Austin Kleon has designed a system of 10 transformative ways to share your creativity and become known. In Show Your Work!, he is teaching about being open, generous, brave and productive. Austin Kleon writes of the etiquette of sharing and the dangers of oversharing. And he has also chosen inspiring quotes from others, some known and some less known, to illustrate his points. For example, "Whatever excites you, go do it. Whatever drains you, stop doing it." - from Derek Sivers. Treat yourself to some stimulation to spur on your creative process. Read Show Your Work!— PINNA'S STAFF PICKS
In his New York Times bestseller Steal Like an Artist, Austin Kleon showed readers how to unlock their creativity by “stealing” from the community of other movers and shakers. Now, in an even more forward-thinking and necessary book, he shows how to take that critical next step on a creative journey—getting known.
Show Your Work! is about why generosity trumps genius. It’s about getting findable, about using the network instead of wasting time “networking.” It’s not self-promotion, it’s self-discovery—let others into your process, then let them steal from you. Filled with illustrations, quotes, stories, and examples, Show Your Work! offers ten transformative rules for being open, generous, brave, productive.
In chapters such as You Don’t Have to Be a Genius; Share Something Small Every Day; and Stick Around, Kleon creates a user’s manual for embracing the communal nature of creativity— what he calls the “ecology of talent.” From broader life lessons about work (you can’t find your voice if you don’t use it) to the etiquette of sharing—and the dangers of oversharing—to the practicalities of Internet life (build a good domain name; give credit when credit is due), it’s an inspiring manifesto for succeeding as any kind of artist or entrepreneur in the digital age.
About the Author
Austin Kleon is a writer who draws. He is the author of the New York Times bestsellers Steal Like an Artist and Show Your Work! His work has been featured on NPR’s Morning Edition, PBS Newshour, and in the New York Times and Wall Street Journal. He also speaks frequently about creativity in the digital age for such organizations as Pixar, Google, SXSW, TEDx, and The Economist. He lives in Austin, Texas, and online at austinkleon.com.
"[Show Your Work is] timeless; readers can return to it repeatedly throughout life and still glean useful ideas and tips... Anyone starting out (or starting over)...will find upbeat encouragement here."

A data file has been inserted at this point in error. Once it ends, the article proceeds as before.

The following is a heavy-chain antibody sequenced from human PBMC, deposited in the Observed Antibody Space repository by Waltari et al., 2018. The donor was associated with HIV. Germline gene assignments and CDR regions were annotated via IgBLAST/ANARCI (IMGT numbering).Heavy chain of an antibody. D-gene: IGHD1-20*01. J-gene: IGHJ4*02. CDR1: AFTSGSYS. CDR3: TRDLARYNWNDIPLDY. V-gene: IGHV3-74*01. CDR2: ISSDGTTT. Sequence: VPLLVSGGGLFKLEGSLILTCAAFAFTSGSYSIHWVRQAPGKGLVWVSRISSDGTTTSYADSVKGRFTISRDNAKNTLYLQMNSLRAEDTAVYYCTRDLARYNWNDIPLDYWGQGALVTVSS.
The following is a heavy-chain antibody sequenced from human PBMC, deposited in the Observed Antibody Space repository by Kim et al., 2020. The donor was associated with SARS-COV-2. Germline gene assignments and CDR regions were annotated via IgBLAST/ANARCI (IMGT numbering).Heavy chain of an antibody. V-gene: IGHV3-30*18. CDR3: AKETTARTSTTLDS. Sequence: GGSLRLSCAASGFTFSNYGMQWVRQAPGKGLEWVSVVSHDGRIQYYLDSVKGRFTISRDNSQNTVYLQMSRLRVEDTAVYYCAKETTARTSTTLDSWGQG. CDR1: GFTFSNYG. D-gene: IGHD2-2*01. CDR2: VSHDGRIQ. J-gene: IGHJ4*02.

“Some people are natural self-promoters. For others, it’s painfully difficult to put their work out there. In this creatively designed pocket-sized book, Kleon offers the latter group effective strategies that allow them to share their work without leaving their comfort zone…. Kleon’s advice is sassy and spot-on.”
“[The] subtitle could just as easily be, ‘How to Self-promote Without Being a Jerkface.’ It’s an incredibly useful and compulsively readable short book.”
“Kleon addresses with equal parts humility, honesty, and humor one of the quintessential questions of the creative life: How do you get ‘discovered’? In some ways, the book is the mirror-image of Kleon’s debut — rather than encouraging you to ‘steal’ from others… it offers a blueprint to making your work influential enough to be theft-worthy.”
“A must-read for anyone involved in the creative process.”
“Kleon’s powerful advice makes this small-format book not-at-all little.”
“In this motivating book, packed with smart approaches, ideas and quotes, Kleon teaches you how best to navigate through creative work in the present day. . . . A certain and deserved bestseller.”
“It’s not often that I find myself reviewing a book that I can say has already changed my life. . . . At a crucial turn in this fabulous little wallop of a book comes the simple directive, ‘Share something small every day.’ That ‘something’ oughtn’t be your Instagrammed latte or a selfie, but something ‘useful or interesting’ about your work. Put enough somethings out there, and a lone artist or entrepreneur can soon be a productive part of a creative community.”